A Lie of the Mind 
by Sam Shepard
The action begins with Frank in his bathrobe, on the phone, worriedly begging his older brother Jake to give him the pay phone number. Jake says there is no number and keeps repeating, “I killed her. This time I killed her.” In the next scene, the two sit at opposite ends of a couch as Jake spins his delusional tale of betrayal by his wife, Beth, who he believes was having an affair with an actor. Why else, he argued, would she get all dolled up to go to rehearsals? Frank insists it’s just acting, not real; Jake believes actors become the roles they play.
We meet Beth in a hospital bed, unwrapping bandages from her head, slurring her words, sounding barely coherent, learning to stand and take a step, attempting to convince her brother Mike, who helps her, that she is not dead. She pleads to be released from the tomb that imprisons her.
Sam Shepard, in his brilliant and creative depiction of profound but distressingly familiar family dysfunction, gives us the basics in the first few minutes of his drama, A Lie of the Mind . The action unfolds amid an array of objects attached to stage walls and ceiling, the detritus from the lives we will soon encounter on home visits to the families of Jake and Beth. Reminiscent of a Louise Nevelson sculpture, the set consists of wooden chairs and tables, lamps (some lit), a crib, a wheel chair, an old television, foot lockers, suitcases and much, much more.
Two musicians, Shelby and Latham Gaines, work their magic on the right side of the stage, strumming an old telephone-booth sign, singing into a large enamel pot, playing a broom handle and other instruments as eccentric as the folks on stage. The director, Ethan Hawke, writes in the play’s notes, “Each instrument has been created to give `VOICE’ to a different character.”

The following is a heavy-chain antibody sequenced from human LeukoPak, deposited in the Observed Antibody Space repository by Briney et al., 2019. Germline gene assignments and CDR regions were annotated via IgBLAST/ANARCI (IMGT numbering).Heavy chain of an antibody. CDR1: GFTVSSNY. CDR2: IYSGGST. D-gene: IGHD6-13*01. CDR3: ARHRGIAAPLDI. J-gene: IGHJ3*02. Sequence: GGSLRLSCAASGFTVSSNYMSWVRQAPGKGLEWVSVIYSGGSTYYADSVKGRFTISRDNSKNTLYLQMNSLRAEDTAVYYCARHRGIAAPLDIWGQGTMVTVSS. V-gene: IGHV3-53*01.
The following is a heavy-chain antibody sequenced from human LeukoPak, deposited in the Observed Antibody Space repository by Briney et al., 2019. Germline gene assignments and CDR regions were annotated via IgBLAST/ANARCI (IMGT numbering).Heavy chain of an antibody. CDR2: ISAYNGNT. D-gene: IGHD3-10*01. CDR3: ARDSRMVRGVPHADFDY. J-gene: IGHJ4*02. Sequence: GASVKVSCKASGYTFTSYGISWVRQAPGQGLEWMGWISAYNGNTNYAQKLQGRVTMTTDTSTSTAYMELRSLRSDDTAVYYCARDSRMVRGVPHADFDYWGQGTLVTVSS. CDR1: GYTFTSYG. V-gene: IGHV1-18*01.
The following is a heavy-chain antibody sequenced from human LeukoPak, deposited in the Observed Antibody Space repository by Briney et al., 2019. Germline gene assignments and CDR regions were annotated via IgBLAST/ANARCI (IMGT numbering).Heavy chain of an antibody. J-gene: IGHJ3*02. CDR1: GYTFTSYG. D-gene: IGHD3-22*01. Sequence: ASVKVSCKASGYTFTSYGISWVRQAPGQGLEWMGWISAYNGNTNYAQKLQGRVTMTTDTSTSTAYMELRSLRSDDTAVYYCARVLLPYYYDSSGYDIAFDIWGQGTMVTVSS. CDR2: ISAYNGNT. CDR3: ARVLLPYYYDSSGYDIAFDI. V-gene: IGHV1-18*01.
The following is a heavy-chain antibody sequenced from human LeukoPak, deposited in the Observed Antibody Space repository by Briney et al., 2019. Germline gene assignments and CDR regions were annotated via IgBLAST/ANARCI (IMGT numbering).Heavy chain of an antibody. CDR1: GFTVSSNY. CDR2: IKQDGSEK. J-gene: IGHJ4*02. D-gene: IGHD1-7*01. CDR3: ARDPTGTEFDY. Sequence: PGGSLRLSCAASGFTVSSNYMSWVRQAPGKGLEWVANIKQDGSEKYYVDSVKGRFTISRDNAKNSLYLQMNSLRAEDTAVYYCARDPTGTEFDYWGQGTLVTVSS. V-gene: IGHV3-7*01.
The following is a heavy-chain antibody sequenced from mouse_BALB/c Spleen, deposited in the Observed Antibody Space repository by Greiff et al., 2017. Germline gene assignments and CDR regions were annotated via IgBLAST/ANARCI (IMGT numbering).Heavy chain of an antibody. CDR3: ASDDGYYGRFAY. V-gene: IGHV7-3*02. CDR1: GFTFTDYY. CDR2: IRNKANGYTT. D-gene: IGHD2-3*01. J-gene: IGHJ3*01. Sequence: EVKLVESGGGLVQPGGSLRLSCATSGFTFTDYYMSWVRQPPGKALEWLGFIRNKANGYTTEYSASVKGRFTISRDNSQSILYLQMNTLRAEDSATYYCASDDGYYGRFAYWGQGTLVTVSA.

Jake, bereft from losing Beth, returns to his family where his widowed mother, Lorraine, blames his sister Sally for the father’s death and welcomes the opportunity to sequester her dear son from the rest of the world. She keeps him in bed and feeds him cream of broccoli soup, protecting him from getting into violent confrontations caused by brain attacks that engulf him in intolerable states of fear and feed him paranoid thoughts. Sally tries to abet Jake’s escape; the specter of incest haunts the house.
Frank, who carries a bottle of booze, travels to ascertain Beth’s condition and ends up stuck in her family, where the perfectly self-involved father, Baylor, whose focus is hunting, has no patience for the needs of others, and brother Mike desperately seeks to avenge his sister’s brain injury. Mother Meg lives in a world of complete denial.
And that’s just the general framework. The plot unfolds with surprising twists and turns, revealing enough about each person for a complete mental status assessment and diagnosis. The talented actors bring to life individuals with unique pathologies and defense mechanisms, who are simultaneously enmeshed with and disengaged from each other.
Shepard understands domestic violence. At one point, determined to explain why she misses Jake and still loves him, Beth declares with her brain-addled speech, “He’s still alive in me.” Jake mourns the loss of the wife he loves dearly despite his having been the agent of her presumed demise.
“Lie of the mind” refers not just to Beth’s traumatic brain injury but also to the rampant psychoses (disconnections from reality) in both families. Each person lives in a world of her/his own. Shepard writes as an expert on the lying mind, however he might have come by such knowledge. The play is worth seeing for its window onto a reality well known to anyone who wrestles with symptoms of family-based post-traumatic stress and/or dissociation, and to those who listen to their stories, but seldom seen and/or acknowledged by others.
A Lie of the Mind 
The Acorn @ Theater Row
410 West 42nd Street
For an interview with the playwright, see Sam Shepard Opens Up  in The Observer, online, March 21, 2010.